After the 100 cycle charge-discharge procedure, the discharge capacity was 90.8% of the initial discharge capacity.

Example 3

A secondary battery was prepared in the same manner as in Example 1, except that 0.1 wt. % of biphenyl was replaced with 0.1 wt. % of 4-methoxybiphenyl.

The prepared secondary battery was subjected to the 100 cycle charge-discharge procedure.

The initial discharge capacity was 1.03 (relative value based on 1 for that measured in a battery of Comparison Example 1 which contained no biphenyl in the electrolytic solution).

After the 100 cycle charge-discharge procedure, the discharge capacity was 92.4% of the initial discharge capacity.

Example 4

A secondary battery was prepared in the same manner as in Example 1, except that 0.1 wt. % of biphenyl was replaced with 0.3 wt. % of 4-methoxybiphenyl.

The prepared secondary battery was subjected to the 100 cycle charge-discharge procedure.

The initial discharge capacity was 1.03 (relative value based on 1 for that measured in a battery of Comparison Example 1 which contained no biphenyl in the electrolytic solution).

After the 100 cycle charge-discharge procedure, the discharge capacity was 90.7% of the initial discharge capacity.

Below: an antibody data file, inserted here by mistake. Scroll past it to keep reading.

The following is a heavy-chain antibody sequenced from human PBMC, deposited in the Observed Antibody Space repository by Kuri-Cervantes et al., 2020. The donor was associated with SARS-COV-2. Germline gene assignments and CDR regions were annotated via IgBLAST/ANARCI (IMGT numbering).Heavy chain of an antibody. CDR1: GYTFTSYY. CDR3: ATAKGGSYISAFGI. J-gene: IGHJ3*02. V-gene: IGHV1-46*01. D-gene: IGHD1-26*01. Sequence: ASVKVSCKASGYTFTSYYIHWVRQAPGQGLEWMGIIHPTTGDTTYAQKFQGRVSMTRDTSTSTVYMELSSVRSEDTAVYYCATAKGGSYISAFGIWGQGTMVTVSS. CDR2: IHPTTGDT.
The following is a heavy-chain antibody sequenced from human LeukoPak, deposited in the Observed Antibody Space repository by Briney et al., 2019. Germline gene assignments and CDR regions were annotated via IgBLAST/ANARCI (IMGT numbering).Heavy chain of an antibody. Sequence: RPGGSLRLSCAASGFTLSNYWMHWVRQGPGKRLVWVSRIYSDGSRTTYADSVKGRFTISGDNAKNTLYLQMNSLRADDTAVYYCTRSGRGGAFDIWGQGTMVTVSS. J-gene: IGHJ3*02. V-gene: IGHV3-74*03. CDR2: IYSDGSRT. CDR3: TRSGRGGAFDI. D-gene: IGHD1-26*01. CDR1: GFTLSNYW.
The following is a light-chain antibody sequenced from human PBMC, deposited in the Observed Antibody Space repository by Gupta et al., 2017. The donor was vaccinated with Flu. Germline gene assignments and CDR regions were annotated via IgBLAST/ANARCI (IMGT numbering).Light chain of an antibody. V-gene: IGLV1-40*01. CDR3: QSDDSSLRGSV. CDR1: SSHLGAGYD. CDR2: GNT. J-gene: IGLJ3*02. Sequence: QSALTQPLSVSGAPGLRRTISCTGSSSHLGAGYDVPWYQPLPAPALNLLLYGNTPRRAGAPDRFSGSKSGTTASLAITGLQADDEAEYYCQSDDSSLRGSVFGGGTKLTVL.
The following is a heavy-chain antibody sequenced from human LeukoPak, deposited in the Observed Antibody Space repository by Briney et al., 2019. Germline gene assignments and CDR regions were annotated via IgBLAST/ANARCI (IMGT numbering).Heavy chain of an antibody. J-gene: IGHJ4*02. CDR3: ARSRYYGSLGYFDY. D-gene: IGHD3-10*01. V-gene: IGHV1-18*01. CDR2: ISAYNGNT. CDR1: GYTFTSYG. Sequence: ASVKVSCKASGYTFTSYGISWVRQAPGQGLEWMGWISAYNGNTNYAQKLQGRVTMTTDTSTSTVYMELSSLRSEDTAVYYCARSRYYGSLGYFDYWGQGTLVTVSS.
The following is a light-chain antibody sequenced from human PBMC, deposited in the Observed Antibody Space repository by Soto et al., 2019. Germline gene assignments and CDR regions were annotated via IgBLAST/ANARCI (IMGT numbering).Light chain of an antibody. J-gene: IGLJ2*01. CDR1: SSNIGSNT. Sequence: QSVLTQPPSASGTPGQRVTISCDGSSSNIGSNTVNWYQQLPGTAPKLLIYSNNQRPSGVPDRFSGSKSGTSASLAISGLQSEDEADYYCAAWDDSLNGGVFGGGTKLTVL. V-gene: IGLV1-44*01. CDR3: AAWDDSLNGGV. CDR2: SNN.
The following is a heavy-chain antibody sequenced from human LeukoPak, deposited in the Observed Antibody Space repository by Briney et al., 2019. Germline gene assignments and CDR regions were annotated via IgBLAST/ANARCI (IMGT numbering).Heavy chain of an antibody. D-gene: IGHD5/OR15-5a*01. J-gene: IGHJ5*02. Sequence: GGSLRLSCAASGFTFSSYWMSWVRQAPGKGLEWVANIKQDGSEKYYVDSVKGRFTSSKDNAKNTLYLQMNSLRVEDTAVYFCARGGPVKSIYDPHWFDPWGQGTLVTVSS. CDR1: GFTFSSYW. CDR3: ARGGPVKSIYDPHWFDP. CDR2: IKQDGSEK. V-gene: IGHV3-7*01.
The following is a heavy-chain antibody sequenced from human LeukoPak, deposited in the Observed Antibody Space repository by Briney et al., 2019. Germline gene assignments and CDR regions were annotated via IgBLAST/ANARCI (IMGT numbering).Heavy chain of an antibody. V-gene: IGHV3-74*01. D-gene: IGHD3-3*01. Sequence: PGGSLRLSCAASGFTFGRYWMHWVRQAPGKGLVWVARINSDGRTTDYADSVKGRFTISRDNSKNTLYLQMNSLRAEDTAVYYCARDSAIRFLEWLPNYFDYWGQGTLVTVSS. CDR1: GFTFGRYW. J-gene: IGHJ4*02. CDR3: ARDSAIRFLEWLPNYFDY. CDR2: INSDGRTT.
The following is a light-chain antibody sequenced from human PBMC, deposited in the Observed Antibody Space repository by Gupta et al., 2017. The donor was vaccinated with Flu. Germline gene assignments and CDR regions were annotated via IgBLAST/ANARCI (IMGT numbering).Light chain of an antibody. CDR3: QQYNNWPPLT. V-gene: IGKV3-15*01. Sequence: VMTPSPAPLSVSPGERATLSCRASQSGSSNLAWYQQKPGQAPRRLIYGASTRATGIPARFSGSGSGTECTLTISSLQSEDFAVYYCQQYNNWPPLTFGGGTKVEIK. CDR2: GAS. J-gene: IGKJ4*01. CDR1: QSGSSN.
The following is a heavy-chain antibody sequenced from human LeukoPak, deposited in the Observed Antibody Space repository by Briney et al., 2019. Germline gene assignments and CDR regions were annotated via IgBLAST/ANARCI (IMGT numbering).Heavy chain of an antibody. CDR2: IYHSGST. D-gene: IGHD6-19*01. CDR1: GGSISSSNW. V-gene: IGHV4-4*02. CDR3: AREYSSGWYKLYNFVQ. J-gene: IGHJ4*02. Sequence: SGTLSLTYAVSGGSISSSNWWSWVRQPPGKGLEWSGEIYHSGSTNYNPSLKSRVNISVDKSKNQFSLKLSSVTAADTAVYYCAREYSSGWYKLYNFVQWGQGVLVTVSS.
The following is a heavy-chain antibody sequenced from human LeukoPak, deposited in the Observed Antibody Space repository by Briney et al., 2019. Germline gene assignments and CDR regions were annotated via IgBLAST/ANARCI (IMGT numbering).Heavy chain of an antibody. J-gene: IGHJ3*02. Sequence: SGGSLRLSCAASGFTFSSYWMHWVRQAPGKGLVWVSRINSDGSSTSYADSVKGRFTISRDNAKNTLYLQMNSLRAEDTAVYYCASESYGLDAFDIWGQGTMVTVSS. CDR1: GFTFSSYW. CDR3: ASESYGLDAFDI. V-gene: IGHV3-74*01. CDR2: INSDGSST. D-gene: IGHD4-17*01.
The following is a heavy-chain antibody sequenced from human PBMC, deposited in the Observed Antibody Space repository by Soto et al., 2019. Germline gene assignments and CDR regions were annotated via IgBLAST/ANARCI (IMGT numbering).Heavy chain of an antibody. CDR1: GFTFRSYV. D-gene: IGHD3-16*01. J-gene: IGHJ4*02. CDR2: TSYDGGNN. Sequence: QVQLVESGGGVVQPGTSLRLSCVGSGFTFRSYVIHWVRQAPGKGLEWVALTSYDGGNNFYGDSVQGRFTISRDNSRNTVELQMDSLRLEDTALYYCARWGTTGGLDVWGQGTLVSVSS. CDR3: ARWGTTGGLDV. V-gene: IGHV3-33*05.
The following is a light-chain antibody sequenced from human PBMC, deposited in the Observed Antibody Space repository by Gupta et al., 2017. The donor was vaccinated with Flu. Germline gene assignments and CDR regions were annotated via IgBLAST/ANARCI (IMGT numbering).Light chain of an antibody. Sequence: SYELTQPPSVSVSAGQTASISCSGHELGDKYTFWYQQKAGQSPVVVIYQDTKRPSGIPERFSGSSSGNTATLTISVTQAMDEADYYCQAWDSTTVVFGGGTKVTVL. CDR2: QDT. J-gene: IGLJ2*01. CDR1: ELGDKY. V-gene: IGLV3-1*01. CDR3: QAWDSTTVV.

Example 5

A secondary battery was prepared in the same manner as in Example 1, except that 0.1 wt. % of biphenyl was replaced with 0.5 wt. % of 4-methoxybiphenyl.

The prepared secondary battery was subjected to the 100 cycle charge-discharge procedure.

The initial discharge capacity was 1.03 (relative value based on 1 for that measured in a battery of Comparison Example 1 which contained no biphenyl in the electrolytic solution).

After the 100 cycle charge-discharge procedure, the discharge capacity was 88.8% of the initial discharge capacity.

Example 6

A secondary battery was prepared in the same manner as in Example 1, except that 0.1 wt. % of biphenyl was replaced with 0.1 wt. % of 4-hydroxybiphenyl.

The prepared secondary battery was subjected to the 100 cycle charge-discharge procedure.